14.1. Command-Line Structure
Command-line interfaces have a strong tendency to grow over time, accreting new options as features are added to the application. Unfortunately, the evolution of such interfaces is rarely designed, managed, or controlled, so the set of flags, options, and arguments that a given application accepts are likely to be ad hoc and unique.
This also means they're likely to be inconsistent with the unique, ad hoc sets of flags, options, and arguments that other related applications provide. The result is inevitably a suite of programs, each of which is driven in a distinct and idiosyncratic way. For example:
> orchestrate source.txt -to interim.orc > remonstrate +interim.rem -interim.orc > fenestrate --src=interim.rem --dest=final.wdw Invalid input format > fenestrate --help Unknown option: --help. Type 'fenestrate -hmo' for help
Here, the orchestrate utility expects its input file as its first argument, while its output file is specified using the -to flag. But the related remonstrate tool uses -infile and +outfile options instead, with the output file coming first. And the fenestrate program seems to require GNU-style "long options": src=infile and dest=outfile. Except, apparently, for its oddly named help flag. All in all, it's a mess.
When you're providing a suite of programs, all of them should appear to work the same way, using the same flags and options for the same features across all applications. This enables your users to take advantage of existing knowledge[*] instead of asking you.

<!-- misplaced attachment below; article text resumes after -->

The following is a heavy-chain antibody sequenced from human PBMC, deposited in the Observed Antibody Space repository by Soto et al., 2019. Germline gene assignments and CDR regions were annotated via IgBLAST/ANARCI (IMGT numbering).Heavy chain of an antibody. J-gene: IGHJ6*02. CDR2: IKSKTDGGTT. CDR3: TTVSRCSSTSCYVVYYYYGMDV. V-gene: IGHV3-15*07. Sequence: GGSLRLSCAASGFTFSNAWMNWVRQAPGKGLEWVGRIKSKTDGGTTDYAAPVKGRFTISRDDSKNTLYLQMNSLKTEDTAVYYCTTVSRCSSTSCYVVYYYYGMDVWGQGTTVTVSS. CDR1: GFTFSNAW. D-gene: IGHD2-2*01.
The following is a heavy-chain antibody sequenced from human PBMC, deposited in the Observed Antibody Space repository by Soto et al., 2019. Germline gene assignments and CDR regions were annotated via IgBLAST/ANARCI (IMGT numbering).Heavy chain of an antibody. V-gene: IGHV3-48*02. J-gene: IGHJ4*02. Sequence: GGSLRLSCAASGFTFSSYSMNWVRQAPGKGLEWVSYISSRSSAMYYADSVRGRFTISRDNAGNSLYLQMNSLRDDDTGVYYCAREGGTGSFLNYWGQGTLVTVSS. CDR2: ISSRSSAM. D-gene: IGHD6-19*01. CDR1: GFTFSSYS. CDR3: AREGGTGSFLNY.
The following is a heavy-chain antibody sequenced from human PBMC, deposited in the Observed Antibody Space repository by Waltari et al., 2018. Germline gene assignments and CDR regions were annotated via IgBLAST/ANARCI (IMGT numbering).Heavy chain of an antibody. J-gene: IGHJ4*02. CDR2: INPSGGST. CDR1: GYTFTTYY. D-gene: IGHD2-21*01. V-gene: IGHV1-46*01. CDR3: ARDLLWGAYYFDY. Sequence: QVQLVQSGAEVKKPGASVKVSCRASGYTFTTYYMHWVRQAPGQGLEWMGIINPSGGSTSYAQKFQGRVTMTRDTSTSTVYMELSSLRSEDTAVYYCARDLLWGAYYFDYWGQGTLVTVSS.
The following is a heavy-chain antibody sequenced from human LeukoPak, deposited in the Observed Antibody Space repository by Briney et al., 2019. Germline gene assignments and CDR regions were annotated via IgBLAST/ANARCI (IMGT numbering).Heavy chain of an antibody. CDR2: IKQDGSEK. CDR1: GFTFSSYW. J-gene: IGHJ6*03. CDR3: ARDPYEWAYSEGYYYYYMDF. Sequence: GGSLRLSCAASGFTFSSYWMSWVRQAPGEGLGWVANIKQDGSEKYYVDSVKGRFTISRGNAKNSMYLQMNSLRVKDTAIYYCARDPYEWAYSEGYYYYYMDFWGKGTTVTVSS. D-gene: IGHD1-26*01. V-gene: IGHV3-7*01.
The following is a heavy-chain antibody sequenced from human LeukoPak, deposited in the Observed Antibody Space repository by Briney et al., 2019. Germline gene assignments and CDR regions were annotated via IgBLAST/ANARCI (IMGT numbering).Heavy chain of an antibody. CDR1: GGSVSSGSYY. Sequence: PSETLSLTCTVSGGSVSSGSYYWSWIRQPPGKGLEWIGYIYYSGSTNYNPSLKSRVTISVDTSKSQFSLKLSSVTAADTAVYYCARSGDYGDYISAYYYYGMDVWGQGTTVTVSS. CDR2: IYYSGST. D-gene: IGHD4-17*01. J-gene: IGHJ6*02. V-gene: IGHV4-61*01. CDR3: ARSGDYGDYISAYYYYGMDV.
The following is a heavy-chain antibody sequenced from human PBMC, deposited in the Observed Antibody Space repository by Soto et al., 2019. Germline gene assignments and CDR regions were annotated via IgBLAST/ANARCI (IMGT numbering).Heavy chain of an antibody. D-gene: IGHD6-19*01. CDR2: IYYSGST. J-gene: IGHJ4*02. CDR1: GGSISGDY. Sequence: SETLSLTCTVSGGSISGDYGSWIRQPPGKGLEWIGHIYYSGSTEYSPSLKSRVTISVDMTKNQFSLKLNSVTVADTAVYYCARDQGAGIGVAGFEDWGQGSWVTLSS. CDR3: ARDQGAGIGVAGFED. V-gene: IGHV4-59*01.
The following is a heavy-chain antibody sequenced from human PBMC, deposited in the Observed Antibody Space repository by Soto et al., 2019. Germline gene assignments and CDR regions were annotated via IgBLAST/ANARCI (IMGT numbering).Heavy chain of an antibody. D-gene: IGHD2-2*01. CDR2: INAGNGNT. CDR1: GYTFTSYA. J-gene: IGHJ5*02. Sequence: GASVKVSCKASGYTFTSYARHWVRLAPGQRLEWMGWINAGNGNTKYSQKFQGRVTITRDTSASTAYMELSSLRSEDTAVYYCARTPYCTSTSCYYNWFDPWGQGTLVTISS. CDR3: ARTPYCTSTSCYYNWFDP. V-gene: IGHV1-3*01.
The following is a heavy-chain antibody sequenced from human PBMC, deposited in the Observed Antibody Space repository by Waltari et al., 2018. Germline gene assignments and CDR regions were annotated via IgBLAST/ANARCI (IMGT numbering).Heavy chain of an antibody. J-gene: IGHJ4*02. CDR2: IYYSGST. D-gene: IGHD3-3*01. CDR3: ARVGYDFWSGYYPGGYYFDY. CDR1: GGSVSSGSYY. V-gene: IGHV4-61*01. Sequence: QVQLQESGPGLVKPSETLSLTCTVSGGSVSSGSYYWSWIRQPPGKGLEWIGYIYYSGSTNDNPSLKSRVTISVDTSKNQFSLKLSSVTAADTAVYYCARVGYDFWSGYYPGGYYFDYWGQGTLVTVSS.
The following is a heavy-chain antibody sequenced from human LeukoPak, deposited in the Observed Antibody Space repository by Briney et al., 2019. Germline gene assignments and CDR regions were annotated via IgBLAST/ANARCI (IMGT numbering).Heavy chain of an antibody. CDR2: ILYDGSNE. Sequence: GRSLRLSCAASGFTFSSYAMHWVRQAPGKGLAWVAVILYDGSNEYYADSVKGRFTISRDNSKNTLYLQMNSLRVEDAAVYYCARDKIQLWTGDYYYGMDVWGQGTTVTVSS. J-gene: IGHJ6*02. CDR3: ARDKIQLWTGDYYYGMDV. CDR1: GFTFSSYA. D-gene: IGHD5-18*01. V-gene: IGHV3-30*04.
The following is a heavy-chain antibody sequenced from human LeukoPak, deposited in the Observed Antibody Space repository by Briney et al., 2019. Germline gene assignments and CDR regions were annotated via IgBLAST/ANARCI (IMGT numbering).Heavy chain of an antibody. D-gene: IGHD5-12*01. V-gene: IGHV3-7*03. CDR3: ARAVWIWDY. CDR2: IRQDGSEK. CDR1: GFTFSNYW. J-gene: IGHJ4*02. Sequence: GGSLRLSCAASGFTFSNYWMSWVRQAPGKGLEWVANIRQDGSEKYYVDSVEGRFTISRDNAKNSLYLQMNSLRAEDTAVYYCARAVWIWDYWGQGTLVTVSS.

Those three programs should work like this:
> orchestrate -i source.txt -o dest.orc > remonstrate -i source.orc -o dest.rem > fenestrate -i source.rem -o dest.wdw Input file ('source.rem') not a valid Remora file (type "fenestrate --help" for help) > fenestrate --help fenestrate - convert Remora .rem files to Windows .wdw format Usage: fenestrate [-i <infile>] [-o <outfile>] [-cstq] [-h|-v] Options: -i <infile> Specify input source [default: STDIN] -o <outfile> Specify output destination [default: STDOUT] -c Attempt to produce a more compact representation -h Use horizontal (landscape) layout -v Use vertical (portrait) layout -s Be strict regarding input -t Be extra tolerant regarding input -q Run silent --version Print version information --usage Print the usage line of this summary --help Print this summary --man Print the complete manpage
Here, every application that takes input and output files uses the same two flags to do so. So a user who wants to use the substrate utility (to convert that final .wdw file to a subroutine) is likely to be able to guess correctly the required syntax:
> substrate -i dest.wdw -o dest.sub
And, anyone who can't guess that probably can guess that:
> substrate --help
is likely to render aid and comfort.